Secondly, and get this: Incinerating Toilets have been significantly improved and made amazingly efficient and economical. Don’t laugh folks. They are being used all over the country now. They are clean, energy efficient, and easy to use. And yet, the proposed Housing Element appears to have ignored this development.

6.     Encourage, Don’t Discourage, Local Food Production. By and large, the policies being promoted and pushed by your planning staff fly in the face of the promotion of locally grown food products, as advocated by Michael Pollen, California’s Food Production guru. To discourage people in an area such as Humboldt County from utilizing resource lands in the manner promoted by the 1984 General Plan seems so unfortunate and wrong-headed. Humboldt County has such a diverse set of soils and climates that can be so productive of locally grown food and agricultural products that it makes no sense to try and pack everybody into or close to existing incorporated cities. By continuing to allow and encourage parcels sizes provided under the current General Plan, you would not be encouraging rural sprawl.

7.     More Consideration Needs to be Given to the New Energy Paradigm. I can’t help but wonder why it is, as we are about to experience a wholesale transfer of a significant percentage of residences and businesses to a non-grid based system of energy usage, that with the General Plan revisions proposed by your staff, people will be effectively discouraged and in most cases prevented from more efficiently and effectively using the soils with which we have been blessed in this county, is it not evident by now that photovoltaic panels and electric cars are going to transform our local, regional, and national economies? I ask: Will you, prior to making these critical decisions effecting the lives of every person in Humboldt County, require an analysis of what our county can look like with the innovations that are heading our way such as photovoltaics, electric cars, and long lasting storage batteries? How can this Board of Supervisors contemplate these drastic decisions effecting property rights, land values, and our economy without obtaining a full blown analysis of these factors, an analysis that could be developed and overseen by a Citizens Advisory Committee and not merely by a result-oriented staff?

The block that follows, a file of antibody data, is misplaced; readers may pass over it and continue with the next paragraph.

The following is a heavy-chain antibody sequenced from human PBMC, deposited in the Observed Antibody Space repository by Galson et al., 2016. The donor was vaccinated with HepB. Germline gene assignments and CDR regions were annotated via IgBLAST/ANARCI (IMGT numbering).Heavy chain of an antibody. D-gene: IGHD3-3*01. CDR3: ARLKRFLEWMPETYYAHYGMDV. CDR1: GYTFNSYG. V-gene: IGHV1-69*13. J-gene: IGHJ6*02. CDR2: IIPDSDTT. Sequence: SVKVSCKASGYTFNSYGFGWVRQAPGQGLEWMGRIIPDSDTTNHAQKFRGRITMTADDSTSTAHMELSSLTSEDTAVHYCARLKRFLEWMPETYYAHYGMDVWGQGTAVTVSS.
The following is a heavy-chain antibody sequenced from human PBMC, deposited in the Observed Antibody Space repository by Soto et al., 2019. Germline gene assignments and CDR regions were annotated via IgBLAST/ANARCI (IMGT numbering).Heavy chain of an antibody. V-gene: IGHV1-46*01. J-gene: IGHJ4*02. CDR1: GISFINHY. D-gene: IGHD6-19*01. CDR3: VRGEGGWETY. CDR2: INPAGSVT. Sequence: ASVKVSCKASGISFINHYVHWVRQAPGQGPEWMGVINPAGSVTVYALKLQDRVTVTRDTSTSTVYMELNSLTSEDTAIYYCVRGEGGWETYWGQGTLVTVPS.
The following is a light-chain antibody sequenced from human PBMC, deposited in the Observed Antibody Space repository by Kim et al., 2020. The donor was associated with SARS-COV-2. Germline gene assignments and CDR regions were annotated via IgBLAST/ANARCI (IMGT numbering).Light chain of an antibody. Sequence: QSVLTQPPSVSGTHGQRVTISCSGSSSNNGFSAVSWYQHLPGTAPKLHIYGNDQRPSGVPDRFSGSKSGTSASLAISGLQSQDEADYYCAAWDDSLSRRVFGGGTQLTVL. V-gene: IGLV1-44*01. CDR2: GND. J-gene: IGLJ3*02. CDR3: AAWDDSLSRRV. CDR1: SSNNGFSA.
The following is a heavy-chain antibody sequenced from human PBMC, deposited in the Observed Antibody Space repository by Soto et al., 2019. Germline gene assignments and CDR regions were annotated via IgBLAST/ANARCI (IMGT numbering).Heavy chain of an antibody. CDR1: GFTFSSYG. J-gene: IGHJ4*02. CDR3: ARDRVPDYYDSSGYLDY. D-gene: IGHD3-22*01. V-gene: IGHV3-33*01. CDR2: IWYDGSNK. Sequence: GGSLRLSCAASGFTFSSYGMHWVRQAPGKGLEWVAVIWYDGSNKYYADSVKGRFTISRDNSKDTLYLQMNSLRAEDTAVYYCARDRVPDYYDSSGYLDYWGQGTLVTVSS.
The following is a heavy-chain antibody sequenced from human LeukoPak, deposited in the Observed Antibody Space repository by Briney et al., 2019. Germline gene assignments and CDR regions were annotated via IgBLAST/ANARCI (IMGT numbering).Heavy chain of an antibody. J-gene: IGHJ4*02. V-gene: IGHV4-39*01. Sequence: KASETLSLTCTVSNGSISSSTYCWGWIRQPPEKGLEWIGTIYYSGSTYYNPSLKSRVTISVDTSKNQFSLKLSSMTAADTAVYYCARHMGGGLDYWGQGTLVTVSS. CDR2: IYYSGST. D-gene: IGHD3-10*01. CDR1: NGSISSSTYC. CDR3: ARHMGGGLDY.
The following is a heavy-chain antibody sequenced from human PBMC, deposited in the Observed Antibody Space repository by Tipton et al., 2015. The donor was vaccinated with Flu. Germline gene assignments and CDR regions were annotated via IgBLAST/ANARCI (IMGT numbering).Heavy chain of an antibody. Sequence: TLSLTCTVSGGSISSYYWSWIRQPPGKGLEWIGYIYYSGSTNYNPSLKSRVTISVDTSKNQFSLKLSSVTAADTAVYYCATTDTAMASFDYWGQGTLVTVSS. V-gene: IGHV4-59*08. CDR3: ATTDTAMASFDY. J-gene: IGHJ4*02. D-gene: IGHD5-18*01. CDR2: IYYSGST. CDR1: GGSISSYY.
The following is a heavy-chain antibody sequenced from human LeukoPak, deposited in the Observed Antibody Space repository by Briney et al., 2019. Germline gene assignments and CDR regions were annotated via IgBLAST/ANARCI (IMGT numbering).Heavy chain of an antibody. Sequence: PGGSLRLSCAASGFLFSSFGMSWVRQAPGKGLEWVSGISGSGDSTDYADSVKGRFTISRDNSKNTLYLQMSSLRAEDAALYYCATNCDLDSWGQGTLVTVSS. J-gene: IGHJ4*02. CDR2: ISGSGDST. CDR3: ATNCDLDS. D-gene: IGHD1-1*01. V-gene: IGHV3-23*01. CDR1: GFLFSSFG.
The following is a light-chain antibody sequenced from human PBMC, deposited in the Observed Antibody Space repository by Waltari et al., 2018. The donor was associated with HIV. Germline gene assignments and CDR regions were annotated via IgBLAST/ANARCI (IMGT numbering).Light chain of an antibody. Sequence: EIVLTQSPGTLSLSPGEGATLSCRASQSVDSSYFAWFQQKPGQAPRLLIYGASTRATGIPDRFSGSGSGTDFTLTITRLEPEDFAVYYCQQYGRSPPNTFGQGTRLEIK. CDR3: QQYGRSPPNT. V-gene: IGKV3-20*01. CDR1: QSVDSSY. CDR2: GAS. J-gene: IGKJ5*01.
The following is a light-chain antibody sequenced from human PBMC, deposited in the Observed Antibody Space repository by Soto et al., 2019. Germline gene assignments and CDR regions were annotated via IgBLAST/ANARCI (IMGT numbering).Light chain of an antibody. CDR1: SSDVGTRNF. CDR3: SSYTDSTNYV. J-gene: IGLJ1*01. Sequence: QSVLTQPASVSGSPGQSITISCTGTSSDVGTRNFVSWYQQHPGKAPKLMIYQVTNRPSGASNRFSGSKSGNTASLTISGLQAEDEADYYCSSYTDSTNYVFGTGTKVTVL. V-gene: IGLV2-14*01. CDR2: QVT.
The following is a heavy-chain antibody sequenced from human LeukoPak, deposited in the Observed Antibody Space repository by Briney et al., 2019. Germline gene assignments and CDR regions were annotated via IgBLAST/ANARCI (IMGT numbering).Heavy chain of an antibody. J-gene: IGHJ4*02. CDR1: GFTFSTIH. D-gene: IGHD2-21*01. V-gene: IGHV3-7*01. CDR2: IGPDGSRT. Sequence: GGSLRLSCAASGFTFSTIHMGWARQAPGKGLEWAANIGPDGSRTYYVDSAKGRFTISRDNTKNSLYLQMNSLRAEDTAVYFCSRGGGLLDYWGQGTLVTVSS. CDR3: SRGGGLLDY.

Finally, would it not be the prudent thing to do for the County Board of Supervisors to step back, exercise an appropriate amount of humility, and admit that this entire General Plan process is flawed and needs to be reexamined, especially in light of your new awareness that the Citizen Participation requirements under the current General Plan were not followed and, also in light of the huge significance that the new gray water regulations have on what can be done in the area of land use and planning.

My recommendation to you is to avoid doing harm, continue with the current 1984 General Plan, and establish Citizen Advisory Committees on the most critical aspects and elements of a revised County General Plan. To do otherwise is to needlessly create a polarization in our community that can do nothing but harm for our civic life – and life here in general, despite what we might assume were good intentions on the part of your staff.

Be forewarned: the contentiousness that will likely result with proceeding with the County Planning Department staffs’ recommendations will have such sad consequences for the County as a whole. I would urge you to step back and consider the consequences more thoroughly before the citizens of Humboldt County experience a dramatic and wholly unnecessary diminishment of freedom, a squelching of opportunities for progress, and a bleaker future here for our young people. We in Humboldt County should and can do better – and we can embark on a more hopeful and happy era than is promised by your staffs’ proposals.

Thank you for your consideration of these observations and concerns.

      Very truly yours,
William G. Bertain